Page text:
On 29 September 2021, the U.S. Department of Interior (Interior) announced a series of actions to unwind a Trump-era rule in an effort to “to ensure that the Migratory Bird Treaty Act (MBTA) conserves birds today and into the future.” First, on 4 October 2021, the U.S. Fish and Wildlife Service (Service) published a final rule revoking the Trump-era regulation that limited the scope of the MBTA (final MBTA revocation rule).1 In addition, on 4 October 2021, the Service published an Advanced Notice of Proposed Rulemaking (ANPR) announcing the intent to solicit public comments and information to help develop proposed regulations that would establish a permitting system to authorize the incidental take of migratory birds in certain circumstances.2 Finally, the Service issued a Director’s Order “establishing criteria for the types of conduct that will be a priority for enforcement activities with respect to incidental take of migratory birds.”
THE MBTA AND RULEMAKINGS IN CONTEXT
For several decades, Interior interpreted the MBTA to prohibit the incidental or accidental takes and kills of protected birds.3 As recently as January 2017, Interior reaffirmed its “long-standing interpretation that the MBTA prohibits incidental take.”
Because MBTA violations are strict liability crimes and—unlike the Endangered Species Act and Bald and Golden Eagle Protection Act, also administered by the Service—the MBTA lacks an incidental take permit program, many businesses and developers have been exposed to potential liability under the MBTA even while engaged in lawful activities. For instance, a business could be liable for a misdemeanor under the MBTA if a protected bird dies after striking a wind turbine or building, or if a nest is destroyed when tilling a field or cutting timber.
In December 2017, however, following the change in administrations, Interior dramatically changed course when it issued Memorandum M-37050 (the M-Opinion).4 According to the M-Opinion, only deliberate acts intended to take a migratory bird are prohibited under the MBTA. Incidental deaths of birds are not prohibited. This interpretation of the MBTA significantly reduced the activities that would result in liability and, as a result, reduced the risks businesses and developers face.
On 11 August 2020, a federal district court in New York concluded that Interior’s M-Opinion violates the letter of the law for the past century and contradicts Interior’s long-held position that even incidental take or kill of a migratory bird violated the MBTA “irrespective of whether the activities targeted birds or were intended to take or kill birds.”5 The court stated that while Congress could have limited the MBTA, it chose not to, and there is no basis to impose such a limitation on the scope of the MBTA based on the unambiguous language of the statute.6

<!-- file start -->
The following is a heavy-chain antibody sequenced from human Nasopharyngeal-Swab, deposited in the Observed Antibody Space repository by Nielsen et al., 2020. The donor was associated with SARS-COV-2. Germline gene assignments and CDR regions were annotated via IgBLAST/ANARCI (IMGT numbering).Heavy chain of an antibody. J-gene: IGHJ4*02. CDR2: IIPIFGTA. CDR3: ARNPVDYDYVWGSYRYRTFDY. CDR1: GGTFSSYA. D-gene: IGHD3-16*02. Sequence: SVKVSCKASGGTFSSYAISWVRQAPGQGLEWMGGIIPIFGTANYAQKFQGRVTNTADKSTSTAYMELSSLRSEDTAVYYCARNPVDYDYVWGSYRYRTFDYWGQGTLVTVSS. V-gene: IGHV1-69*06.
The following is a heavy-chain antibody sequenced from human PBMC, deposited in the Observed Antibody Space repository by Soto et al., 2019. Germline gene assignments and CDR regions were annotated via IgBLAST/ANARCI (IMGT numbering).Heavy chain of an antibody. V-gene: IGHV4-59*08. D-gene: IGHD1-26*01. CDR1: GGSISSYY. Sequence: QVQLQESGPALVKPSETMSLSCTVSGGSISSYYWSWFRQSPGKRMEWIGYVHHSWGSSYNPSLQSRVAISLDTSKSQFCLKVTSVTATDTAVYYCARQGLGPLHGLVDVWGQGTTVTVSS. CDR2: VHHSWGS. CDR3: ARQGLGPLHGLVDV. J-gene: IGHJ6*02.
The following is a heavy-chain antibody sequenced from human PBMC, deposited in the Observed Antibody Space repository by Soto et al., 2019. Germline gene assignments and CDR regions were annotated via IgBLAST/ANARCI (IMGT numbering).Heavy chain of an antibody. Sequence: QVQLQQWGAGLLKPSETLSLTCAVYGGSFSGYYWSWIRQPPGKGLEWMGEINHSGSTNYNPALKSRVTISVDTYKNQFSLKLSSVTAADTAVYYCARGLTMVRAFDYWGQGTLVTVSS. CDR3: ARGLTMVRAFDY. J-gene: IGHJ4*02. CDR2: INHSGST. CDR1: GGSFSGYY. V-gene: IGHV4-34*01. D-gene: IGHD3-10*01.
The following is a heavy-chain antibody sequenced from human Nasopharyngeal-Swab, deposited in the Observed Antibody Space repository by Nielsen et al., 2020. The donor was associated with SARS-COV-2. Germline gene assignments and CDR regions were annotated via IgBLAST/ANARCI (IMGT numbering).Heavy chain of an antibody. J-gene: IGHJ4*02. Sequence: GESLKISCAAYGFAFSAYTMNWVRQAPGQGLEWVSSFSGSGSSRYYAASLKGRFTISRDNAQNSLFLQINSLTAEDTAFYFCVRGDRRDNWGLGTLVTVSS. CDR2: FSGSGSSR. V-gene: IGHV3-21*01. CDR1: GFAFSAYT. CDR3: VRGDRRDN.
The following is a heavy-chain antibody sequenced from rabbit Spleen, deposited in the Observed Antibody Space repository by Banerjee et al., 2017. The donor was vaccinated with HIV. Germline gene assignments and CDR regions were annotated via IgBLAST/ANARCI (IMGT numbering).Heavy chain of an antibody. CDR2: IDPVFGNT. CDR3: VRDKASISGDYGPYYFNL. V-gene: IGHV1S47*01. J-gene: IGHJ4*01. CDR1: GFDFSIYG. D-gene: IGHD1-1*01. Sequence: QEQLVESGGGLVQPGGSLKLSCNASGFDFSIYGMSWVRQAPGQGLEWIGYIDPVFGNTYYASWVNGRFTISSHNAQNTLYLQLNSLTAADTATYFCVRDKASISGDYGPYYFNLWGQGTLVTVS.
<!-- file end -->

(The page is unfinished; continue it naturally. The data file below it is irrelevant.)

On 7 January 2021, in reaction to the federal district court’s ruling, the Trump administration finalized a rule that significantly reduced the activities that would result in liability under the MBTA and, as a result, reduced the risks businesses and developers face.7 Under the rule, the Service declared that the MBTA covers only intentional, and not incidental, take of protected birds, and thereby codifying the M-Opinion that was rejected by a federal court.8 Under the Trump-era rule, MBTA liability applied only to deliberate, voluntary affirmative actions “directed at killing or reducing an animal to human control, such as when a hunter shoots a protected bird causing its death.”9 However, “actions that are not directed toward rendering an animal subject to human control” but could foreseeably result in the deaths of protected birds, such as “driving a car, allowing a pet cat to roam outdoors, or erecting a windowed building[,]” were no longer subject to MBTA liability.10
BIDEN ADMINISTRATION’S MBTA ACTIONS AND KEY TAKEAWAYS
The Service has now formally revoked the Trump-era rule, stating:
The January 7, 2021, final rule limiting the scope of the MBTA raised significant concerns from the public and international treaty partners and created numerous legal challenges. With this final and formal revocation of the January 7 rule, the Service returns to implementing the MBTA as prohibiting incidental take and applying enforcement discretion, consistent with judicial precedent and long-standing agency practice prior to 2017.11
According to the Federal Register, the final MBTA revocation rule will go into effect on 3 December 2021. The final MBTA revocation rule “does not also include codification of [the Service’s] current interpretation of the MBTA as it applies to incidental take, it simply revokes the prior rule codifying [the Service’s] former interpretation and nothing more.”12
With the 4 October 2021 ANPR, “the Service initiates the process to codify the interpretation that the MBTA prohibits incidental take and develop an approach to authorizing incidental take of migratory birds.”13 Publication of the ANPR commences a 60-day public comment period (which closes on 3 December 2021) on potential regulations to authorize the incidental take of migratory birds. The Service will also hold general public webinars in November 2021, offering an additional opportunity for public comments.